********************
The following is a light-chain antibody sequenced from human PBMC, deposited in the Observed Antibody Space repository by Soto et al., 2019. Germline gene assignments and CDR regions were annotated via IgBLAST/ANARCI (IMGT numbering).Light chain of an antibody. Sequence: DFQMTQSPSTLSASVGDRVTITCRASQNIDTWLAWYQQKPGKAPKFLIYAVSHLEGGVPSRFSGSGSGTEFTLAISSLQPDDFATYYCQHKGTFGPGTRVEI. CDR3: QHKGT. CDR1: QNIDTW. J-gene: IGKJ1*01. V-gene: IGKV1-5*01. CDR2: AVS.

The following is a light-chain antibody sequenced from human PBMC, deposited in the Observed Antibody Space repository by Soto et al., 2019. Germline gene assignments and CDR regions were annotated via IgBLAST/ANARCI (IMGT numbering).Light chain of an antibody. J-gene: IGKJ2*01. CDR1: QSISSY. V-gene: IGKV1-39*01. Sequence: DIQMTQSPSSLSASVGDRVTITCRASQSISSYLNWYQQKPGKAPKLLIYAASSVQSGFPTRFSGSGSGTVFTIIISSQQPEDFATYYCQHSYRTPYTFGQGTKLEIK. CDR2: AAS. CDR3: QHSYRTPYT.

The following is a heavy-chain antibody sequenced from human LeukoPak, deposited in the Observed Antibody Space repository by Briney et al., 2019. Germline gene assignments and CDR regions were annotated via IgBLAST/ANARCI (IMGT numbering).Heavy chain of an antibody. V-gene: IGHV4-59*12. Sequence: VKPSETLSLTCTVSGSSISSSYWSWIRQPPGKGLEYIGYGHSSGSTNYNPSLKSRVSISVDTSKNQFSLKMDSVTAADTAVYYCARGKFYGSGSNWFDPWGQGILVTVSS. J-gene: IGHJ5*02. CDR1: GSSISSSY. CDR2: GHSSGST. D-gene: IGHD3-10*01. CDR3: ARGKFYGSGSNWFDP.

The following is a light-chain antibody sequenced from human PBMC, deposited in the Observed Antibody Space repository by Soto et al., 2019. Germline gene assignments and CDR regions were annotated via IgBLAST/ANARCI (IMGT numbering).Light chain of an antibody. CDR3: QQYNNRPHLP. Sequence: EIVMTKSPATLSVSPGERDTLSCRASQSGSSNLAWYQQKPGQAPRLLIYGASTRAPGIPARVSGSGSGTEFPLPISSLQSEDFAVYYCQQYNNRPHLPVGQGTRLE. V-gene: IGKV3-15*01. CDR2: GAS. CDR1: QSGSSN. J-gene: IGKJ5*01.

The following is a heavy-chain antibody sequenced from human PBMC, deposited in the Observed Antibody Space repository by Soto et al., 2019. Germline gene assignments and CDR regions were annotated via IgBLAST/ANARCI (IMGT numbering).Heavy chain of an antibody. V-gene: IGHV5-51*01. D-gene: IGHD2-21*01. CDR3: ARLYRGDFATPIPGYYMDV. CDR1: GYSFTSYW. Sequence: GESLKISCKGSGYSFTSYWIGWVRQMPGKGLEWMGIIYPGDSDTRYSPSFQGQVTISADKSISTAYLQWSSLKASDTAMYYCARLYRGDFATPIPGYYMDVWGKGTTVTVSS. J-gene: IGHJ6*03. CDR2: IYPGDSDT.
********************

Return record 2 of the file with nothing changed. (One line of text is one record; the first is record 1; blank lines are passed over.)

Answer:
The following is a light-chain antibody sequenced from human PBMC, deposited in the Observed Antibody Space repository by Soto et al., 2019. Germline gene assignments and CDR regions were annotated via IgBLAST/ANARCI (IMGT numbering).Light chain of an antibody. J-gene: IGKJ2*01. CDR1: QSISSY. V-gene: IGKV1-39*01. Sequence: DIQMTQSPSSLSASVGDRVTITCRASQSISSYLNWYQQKPGKAPKLLIYAASSVQSGFPTRFSGSGSGTVFTIIISSQQPEDFATYYCQHSYRTPYTFGQGTKLEIK. CDR2: AAS. CDR3: QHSYRTPYT.